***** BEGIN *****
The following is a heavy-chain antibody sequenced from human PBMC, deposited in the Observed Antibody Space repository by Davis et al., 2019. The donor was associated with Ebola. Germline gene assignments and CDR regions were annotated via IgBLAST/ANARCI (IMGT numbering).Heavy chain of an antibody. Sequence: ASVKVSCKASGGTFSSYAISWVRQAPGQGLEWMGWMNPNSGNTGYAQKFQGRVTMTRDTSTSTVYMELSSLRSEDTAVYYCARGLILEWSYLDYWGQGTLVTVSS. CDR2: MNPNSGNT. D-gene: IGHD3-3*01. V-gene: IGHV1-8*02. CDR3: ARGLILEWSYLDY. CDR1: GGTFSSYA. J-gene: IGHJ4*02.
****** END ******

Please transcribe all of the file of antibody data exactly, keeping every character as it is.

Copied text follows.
The following is a heavy-chain antibody sequenced from human PBMC, deposited in the Observed Antibody Space repository by Davis et al., 2019. The donor was associated with Ebola. Germline gene assignments and CDR regions were annotated via IgBLAST/ANARCI (IMGT numbering).Heavy chain of an antibody. Sequence: ASVKVSCKASGGTFSSYAISWVRQAPGQGLEWMGWMNPNSGNTGYAQKFQGRVTMTRDTSTSTVYMELSSLRSEDTAVYYCARGLILEWSYLDYWGQGTLVTVSS. CDR2: MNPNSGNT. D-gene: IGHD3-3*01. V-gene: IGHV1-8*02. CDR3: ARGLILEWSYLDY. CDR1: GGTFSSYA. J-gene: IGHJ4*02.